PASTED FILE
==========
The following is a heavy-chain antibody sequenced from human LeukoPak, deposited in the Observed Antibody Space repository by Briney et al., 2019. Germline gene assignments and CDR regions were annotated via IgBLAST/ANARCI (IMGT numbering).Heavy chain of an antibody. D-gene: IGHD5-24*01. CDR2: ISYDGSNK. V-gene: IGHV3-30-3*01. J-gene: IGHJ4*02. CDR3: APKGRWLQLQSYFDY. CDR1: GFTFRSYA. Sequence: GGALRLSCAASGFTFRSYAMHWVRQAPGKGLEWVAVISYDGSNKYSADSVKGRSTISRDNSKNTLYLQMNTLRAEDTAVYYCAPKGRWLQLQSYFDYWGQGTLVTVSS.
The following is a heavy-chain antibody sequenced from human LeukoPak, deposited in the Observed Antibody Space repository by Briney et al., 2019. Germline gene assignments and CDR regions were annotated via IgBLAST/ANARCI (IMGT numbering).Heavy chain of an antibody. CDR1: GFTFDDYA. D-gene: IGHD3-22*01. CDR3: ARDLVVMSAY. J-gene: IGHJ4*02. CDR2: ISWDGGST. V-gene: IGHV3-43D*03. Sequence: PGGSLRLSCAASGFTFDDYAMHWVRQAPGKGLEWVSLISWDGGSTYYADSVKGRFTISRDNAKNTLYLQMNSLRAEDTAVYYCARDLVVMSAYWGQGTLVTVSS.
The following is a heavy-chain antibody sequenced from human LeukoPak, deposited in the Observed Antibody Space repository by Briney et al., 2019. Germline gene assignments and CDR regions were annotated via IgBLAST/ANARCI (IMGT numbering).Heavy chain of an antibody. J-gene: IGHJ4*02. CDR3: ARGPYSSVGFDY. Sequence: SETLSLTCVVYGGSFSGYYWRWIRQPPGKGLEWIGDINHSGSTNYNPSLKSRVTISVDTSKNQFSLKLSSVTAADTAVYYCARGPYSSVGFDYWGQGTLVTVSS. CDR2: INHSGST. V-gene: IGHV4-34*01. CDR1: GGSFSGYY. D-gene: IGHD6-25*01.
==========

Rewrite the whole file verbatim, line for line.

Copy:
The following is a heavy-chain antibody sequenced from human LeukoPak, deposited in the Observed Antibody Space repository by Briney et al., 2019. Germline gene assignments and CDR regions were annotated via IgBLAST/ANARCI (IMGT numbering).Heavy chain of an antibody. D-gene: IGHD5-24*01. CDR2: ISYDGSNK. V-gene: IGHV3-30-3*01. J-gene: IGHJ4*02. CDR3: APKGRWLQLQSYFDY. CDR1: GFTFRSYA. Sequence: GGALRLSCAASGFTFRSYAMHWVRQAPGKGLEWVAVISYDGSNKYSADSVKGRSTISRDNSKNTLYLQMNTLRAEDTAVYYCAPKGRWLQLQSYFDYWGQGTLVTVSS.
The following is a heavy-chain antibody sequenced from human LeukoPak, deposited in the Observed Antibody Space repository by Briney et al., 2019. Germline gene assignments and CDR regions were annotated via IgBLAST/ANARCI (IMGT numbering).Heavy chain of an antibody. CDR1: GFTFDDYA. D-gene: IGHD3-22*01. CDR3: ARDLVVMSAY. J-gene: IGHJ4*02. CDR2: ISWDGGST. V-gene: IGHV3-43D*03. Sequence: PGGSLRLSCAASGFTFDDYAMHWVRQAPGKGLEWVSLISWDGGSTYYADSVKGRFTISRDNAKNTLYLQMNSLRAEDTAVYYCARDLVVMSAYWGQGTLVTVSS.
The following is a heavy-chain antibody sequenced from human LeukoPak, deposited in the Observed Antibody Space repository by Briney et al., 2019. Germline gene assignments and CDR regions were annotated via IgBLAST/ANARCI (IMGT numbering).Heavy chain of an antibody. J-gene: IGHJ4*02. CDR3: ARGPYSSVGFDY. Sequence: SETLSLTCVVYGGSFSGYYWRWIRQPPGKGLEWIGDINHSGSTNYNPSLKSRVTISVDTSKNQFSLKLSSVTAADTAVYYCARGPYSSVGFDYWGQGTLVTVSS. CDR2: INHSGST. V-gene: IGHV4-34*01. CDR1: GGSFSGYY. D-gene: IGHD6-25*01.